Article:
What GAO Found

Federal agencies and others have reported that money laundering strategies used by transnational criminal organizations and terrorist groups include sophisticated techniques such as phony trade transactions or purchase and resale of real estate or art. Such techniques can involve the services of professional money laundering networks or service providers in legitimate professions, such as complicit lawyers or accountants. For example, lawyers or accountants can create shell companies (entities with no business operations) to help criminals launder illicit proceeds. Transnational criminal organizations and terrorist groups also continue to smuggle cash in bulk or transmit money electronically across borders.

Federal efforts to combat trafficking and money laundering incorporate multiple collaborative and information-sharing mechanisms and include the private sector.

  • Law enforcement agencies collaborate through task forces in which they share information and analytical resources to aid in the investigation and prosecution of drug and other trafficking-related crimes.
  • Federal agencies share intelligence with foreign counterparts. For example, the Financial Crimes Enforcement Network (FinCEN), a bureau of the Department of the Treasury, shares information with more than 160 international financial intelligence agencies.
  • FinCEN collaborates with law enforcement agencies to share information with financial institutions on “red flags” for trafficking, which institutions can use to identify and report suspicious transactions (see box below).
  • FinCEN also coordinates a voluntary program that allows financial institutions to share information with one another to better identify and report suspicious activities that may be related to money laundering or other illicit financing.

Examples of Human Trafficking “Red Flag” Indicators Provided to Financial Institutions

  • Involvement of a third party who speaks for the customer, insists on being present for transactions, or acts aggressively toward the customer.
  • Frequent customer transactions from different U.S. geographical regions.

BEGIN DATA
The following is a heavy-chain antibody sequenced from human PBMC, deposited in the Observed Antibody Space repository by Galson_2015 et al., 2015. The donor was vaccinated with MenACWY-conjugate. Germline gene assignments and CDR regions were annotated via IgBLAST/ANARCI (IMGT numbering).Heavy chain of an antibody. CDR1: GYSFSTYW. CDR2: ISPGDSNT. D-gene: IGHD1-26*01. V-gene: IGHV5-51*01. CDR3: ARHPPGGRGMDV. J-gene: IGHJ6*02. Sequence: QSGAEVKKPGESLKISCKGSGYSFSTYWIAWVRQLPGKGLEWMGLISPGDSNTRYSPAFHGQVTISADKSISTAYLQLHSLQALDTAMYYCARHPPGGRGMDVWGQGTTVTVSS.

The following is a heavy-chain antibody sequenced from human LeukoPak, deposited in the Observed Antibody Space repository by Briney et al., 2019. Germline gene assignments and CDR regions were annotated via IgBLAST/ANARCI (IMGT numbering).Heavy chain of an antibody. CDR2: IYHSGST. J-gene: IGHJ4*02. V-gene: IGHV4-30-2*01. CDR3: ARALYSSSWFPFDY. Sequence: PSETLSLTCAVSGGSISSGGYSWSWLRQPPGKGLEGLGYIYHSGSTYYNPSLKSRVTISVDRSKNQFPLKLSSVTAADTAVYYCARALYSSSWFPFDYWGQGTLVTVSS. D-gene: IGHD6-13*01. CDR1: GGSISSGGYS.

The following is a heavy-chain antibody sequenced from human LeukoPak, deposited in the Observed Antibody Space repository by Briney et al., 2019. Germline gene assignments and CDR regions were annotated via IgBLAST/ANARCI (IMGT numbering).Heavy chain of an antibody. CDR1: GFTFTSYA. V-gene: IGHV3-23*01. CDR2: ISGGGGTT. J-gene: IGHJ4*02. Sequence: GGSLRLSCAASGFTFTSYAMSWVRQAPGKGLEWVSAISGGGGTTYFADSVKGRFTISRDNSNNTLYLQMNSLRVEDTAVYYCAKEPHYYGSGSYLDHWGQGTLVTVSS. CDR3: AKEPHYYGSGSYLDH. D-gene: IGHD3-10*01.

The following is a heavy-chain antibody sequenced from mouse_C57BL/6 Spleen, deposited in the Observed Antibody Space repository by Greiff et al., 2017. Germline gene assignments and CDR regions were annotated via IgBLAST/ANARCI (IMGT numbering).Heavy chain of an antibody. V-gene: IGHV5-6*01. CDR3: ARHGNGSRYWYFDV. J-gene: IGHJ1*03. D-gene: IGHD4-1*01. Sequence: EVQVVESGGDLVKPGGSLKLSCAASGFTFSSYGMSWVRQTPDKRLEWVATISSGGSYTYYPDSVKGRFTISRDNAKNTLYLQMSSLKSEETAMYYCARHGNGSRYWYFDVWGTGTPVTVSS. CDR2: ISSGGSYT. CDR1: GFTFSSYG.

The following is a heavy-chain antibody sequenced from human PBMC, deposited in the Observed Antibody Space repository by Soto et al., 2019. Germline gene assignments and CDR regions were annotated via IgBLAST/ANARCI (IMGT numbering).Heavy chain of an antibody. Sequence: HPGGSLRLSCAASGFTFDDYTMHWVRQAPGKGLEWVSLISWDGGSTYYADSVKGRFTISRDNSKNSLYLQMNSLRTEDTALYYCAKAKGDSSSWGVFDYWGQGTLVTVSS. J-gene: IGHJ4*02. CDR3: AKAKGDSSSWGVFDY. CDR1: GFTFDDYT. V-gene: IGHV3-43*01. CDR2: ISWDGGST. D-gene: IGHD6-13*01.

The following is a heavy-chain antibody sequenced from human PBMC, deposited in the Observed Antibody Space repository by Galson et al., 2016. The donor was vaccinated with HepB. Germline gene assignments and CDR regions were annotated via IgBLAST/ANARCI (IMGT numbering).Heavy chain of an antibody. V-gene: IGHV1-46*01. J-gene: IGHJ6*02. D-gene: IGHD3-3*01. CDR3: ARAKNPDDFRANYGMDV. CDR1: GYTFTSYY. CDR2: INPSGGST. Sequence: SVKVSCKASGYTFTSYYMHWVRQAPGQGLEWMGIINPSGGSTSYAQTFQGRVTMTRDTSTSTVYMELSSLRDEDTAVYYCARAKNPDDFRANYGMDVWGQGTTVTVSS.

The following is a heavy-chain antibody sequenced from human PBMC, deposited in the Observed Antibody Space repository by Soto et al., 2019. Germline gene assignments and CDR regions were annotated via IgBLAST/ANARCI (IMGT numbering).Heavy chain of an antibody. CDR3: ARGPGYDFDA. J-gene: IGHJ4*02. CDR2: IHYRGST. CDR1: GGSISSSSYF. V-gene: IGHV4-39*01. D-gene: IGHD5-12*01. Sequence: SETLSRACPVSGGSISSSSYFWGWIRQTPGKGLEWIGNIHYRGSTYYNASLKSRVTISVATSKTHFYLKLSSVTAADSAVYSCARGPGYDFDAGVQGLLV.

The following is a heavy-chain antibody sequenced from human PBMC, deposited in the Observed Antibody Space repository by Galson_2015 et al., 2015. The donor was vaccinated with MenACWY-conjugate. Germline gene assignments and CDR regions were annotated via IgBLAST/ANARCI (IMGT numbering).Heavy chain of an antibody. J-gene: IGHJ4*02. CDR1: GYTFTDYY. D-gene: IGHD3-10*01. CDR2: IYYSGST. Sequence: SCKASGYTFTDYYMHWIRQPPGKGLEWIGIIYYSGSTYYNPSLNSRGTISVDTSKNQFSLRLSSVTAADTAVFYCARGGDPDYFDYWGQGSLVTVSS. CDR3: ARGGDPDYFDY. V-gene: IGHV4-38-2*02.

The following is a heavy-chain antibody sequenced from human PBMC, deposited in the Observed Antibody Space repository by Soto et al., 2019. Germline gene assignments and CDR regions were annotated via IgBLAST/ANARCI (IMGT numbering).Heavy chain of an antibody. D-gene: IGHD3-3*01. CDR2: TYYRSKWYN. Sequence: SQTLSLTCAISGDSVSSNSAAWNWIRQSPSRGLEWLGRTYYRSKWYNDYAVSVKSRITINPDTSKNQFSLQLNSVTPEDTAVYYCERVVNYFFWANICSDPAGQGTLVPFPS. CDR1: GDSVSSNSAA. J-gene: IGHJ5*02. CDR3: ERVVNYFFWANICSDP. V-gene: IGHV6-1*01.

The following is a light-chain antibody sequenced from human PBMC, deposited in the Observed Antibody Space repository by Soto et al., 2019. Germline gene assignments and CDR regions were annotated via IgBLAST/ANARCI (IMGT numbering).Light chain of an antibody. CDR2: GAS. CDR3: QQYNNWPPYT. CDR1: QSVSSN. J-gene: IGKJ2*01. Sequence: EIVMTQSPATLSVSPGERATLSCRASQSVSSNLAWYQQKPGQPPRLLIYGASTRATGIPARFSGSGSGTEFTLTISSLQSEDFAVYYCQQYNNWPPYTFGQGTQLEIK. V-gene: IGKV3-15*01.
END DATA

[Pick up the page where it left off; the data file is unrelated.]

• Transactions that are inconsistent with a customer’s expected activity.
  • Customer accounts that share a telephone number or other identifiers with escort agency websites or commercial sex advertisements.
  • Frequent sending or receipt of funds via cryptocurrency to or from internet addresses associated with illicit activity.

Source: GAO analysis of Financial Crimes Enforcement Network information. | GAO-22-104807

These mechanisms help address some of the challenges involved in combatting trafficking and money laundering, which include the increasingly sophisticated strategies of criminal and terrorist groups and the fragmentation of responsibility for anti-trafficking efforts among many federal agencies.

Why GAO Did This Study

FinCEN identified trafficking activity of transnational criminal organizations and terrorist groups as among the most significant illicit finance threats facing the United States in its 2021 Anti-Money Laundering and Countering the Financing of Terrorism National Priorities. Congress included a provision in the National Defense Authorization Act for Fiscal Year 2021 for GAO to review trafficking and related money laundering and federal efforts to combat them.

Among its objectives, this report describes what is known about the money laundering strategies of transnational criminal organizations and terrorists and information-sharing efforts among federal agencies to combat trafficking.

GAO reviewed documentation from Treasury and other federal agencies, international and nonprofit organizations focused on trafficking or money laundering, scholarly journals, and prior GAO work. GAO examined federal guidance to financial institutions and interviewed federal agency officials; experts in trafficking, money laundering, and use of data technology; and representatives of trade groups for lawyers and accountants. GAO also interviewed five groups of financial institution representatives about identifying trafficking-related suspicious activities.

For more information, contact Michael E. Clements at (202) 512-8678 or clementsm@gao.gov.